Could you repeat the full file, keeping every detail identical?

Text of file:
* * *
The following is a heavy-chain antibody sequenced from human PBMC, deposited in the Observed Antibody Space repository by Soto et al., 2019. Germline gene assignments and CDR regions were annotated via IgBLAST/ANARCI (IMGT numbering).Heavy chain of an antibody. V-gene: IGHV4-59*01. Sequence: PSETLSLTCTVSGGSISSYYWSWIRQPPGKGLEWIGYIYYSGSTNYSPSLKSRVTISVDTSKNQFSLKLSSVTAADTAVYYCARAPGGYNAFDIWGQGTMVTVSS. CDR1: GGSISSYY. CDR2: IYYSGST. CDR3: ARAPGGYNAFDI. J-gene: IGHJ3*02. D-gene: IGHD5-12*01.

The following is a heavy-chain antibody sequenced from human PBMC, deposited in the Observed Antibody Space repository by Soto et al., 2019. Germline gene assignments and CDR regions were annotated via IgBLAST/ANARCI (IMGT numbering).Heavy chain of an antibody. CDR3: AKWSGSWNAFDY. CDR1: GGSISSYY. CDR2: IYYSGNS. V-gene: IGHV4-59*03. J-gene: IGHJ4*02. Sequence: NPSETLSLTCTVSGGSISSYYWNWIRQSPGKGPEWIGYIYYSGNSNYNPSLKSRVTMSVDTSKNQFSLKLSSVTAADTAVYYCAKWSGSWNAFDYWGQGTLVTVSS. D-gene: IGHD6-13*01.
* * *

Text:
The following is a heavy-chain antibody sequenced from human PBMC, deposited in the Observed Antibody Space repository by Soto et al., 2019. Germline gene assignments and CDR regions were annotated via IgBLAST/ANARCI (IMGT numbering).Heavy chain of an antibody. V-gene: IGHV4-59*01. Sequence: PSETLSLTCTVSGGSISSYYWSWIRQPPGKGLEWIGYIYYSGSTNYSPSLKSRVTISVDTSKNQFSLKLSSVTAADTAVYYCARAPGGYNAFDIWGQGTMVTVSS. CDR1: GGSISSYY. CDR2: IYYSGST. CDR3: ARAPGGYNAFDI. J-gene: IGHJ3*02. D-gene: IGHD5-12*01.

The following is a heavy-chain antibody sequenced from human PBMC, deposited in the Observed Antibody Space repository by Soto et al., 2019. Germline gene assignments and CDR regions were annotated via IgBLAST/ANARCI (IMGT numbering).Heavy chain of an antibody. CDR3: AKWSGSWNAFDY. CDR1: GGSISSYY. CDR2: IYYSGNS. V-gene: IGHV4-59*03. J-gene: IGHJ4*02. Sequence: NPSETLSLTCTVSGGSISSYYWNWIRQSPGKGPEWIGYIYYSGNSNYNPSLKSRVTMSVDTSKNQFSLKLSSVTAADTAVYYCAKWSGSWNAFDYWGQGTLVTVSS. D-gene: IGHD6-13*01.